The best baseball novel of the season – ANY season. No fans are more perpetually disappointed than those of the Chicago Cubs—a team that has not won a World Series since 1908. And chief among the forlorn is Jack Frost. From his assigned seat in the cafeteria at the Bide Awhile Rest Home, Jack reads the sports pages every day and checks out the standings. In the middle of June, the Cubs are already thirteen and a half games out. Last place again—or rather, still. Into this sea of depression drops one Clarence Beazely, a new resident at the home and a baseball fan. But Beazely is not your everyday fan, nor is he your everyday rest home resident. He has extraordinary powers, and in a very friendly way he offers Jack a tantalizing deal. Of course it comes at a cost, but if the price seems a little steep, does it really matter as long as the Cubs might have a chance to be… WORLD CHAMPIONS?
When the British defeated the French at Quebec in 1759, they not only guaranteed Britain’s acquisition of Canada but also, unwittingly, paved the way for the American Revolution. But this is a larger story than just the single day of battle on September 13, 1759. The final action was the culmination of a summer-long campaign involving a series of engagements between the British Army, American Rangers and the Royal Navy on one side, and the French regulars, the Canadian militia and Indian allies on the other.
The second novel in the Ethan Grey trilogy. Ethan Grey has seen too many good people die to regret killing the bad ones. An educated man, a former sailor who shelled Vicksburg for the Union Navy, Grey has come to Hell’s own training ground on the Mexican border. The Pinkertons want him to find out who hijacked an army payroll and left eight soldiers dead beneath the blazing sun. Amid ambush and bloody betrayal, he’s right at home.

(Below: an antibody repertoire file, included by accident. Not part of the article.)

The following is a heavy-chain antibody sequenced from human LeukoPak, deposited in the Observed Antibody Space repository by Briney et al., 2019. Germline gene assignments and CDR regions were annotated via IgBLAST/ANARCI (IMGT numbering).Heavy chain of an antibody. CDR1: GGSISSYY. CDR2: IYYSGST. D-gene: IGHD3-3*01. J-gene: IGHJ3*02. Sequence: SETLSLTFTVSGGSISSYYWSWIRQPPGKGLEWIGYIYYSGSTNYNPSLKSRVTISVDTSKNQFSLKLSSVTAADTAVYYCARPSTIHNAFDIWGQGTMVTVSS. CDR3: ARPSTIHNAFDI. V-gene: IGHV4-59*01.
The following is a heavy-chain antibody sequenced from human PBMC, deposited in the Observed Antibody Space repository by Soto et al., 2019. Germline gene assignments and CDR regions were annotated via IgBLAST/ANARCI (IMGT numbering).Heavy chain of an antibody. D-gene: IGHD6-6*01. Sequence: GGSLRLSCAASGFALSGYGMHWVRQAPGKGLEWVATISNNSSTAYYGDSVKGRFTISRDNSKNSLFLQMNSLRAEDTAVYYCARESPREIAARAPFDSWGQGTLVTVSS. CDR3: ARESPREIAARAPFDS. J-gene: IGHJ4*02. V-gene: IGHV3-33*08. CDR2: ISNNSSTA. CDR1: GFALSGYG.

The third novel in the Ethan Grey trilogy. T. A. [Terry] Mort is a shining new star in Western fiction. His novels are drenched in period detail and evoke a time in American Western history (the 1880s) that few writers have been able to capture successfully. His work is colorful, with solid, believable characterizations. Mort writes in the tradition of the finest Western storytellers: Ernest Haycox, Louis L’Amour, and Larry McMurtry. Mort’s protagonist, Ethan Gray, like Brand’s Destry and L’Amour’s Sackett Brothers, is larger than life, but nevertheless believably human.” In this book Ethan travels the length of Arizona in pursuit of assorted criminals, and along the way, to his surprise, he also acquires a family.
“If I were asked to teach someone to fish with a fly I would require that he read this book first. One of the acid tests of an introductory book…is that the text allow the reader to learn a skill independent of the illustrations. Fly casting is very difficult to teach in person, and even more so in print, yet this book contains the best, the most interesting, and the most effective introduction to fly casting I have ever read. I think Terry Mort puts the emphasis in the right places…He doesn’t neglect entomology, but he devotes twice as many words to trout behavior, a far more interesting and useful pastime if you must introduce a scientific bent into your fishing. If this is your first fly-fishing book, you are very fortunate – you’re starting off on the right track. If you’ve read others before, I think you’ll agree with me that you wish this had been your first.” — Tom Rosenbauer, Author of The Orvis Guide to Small Stream Fly Fishing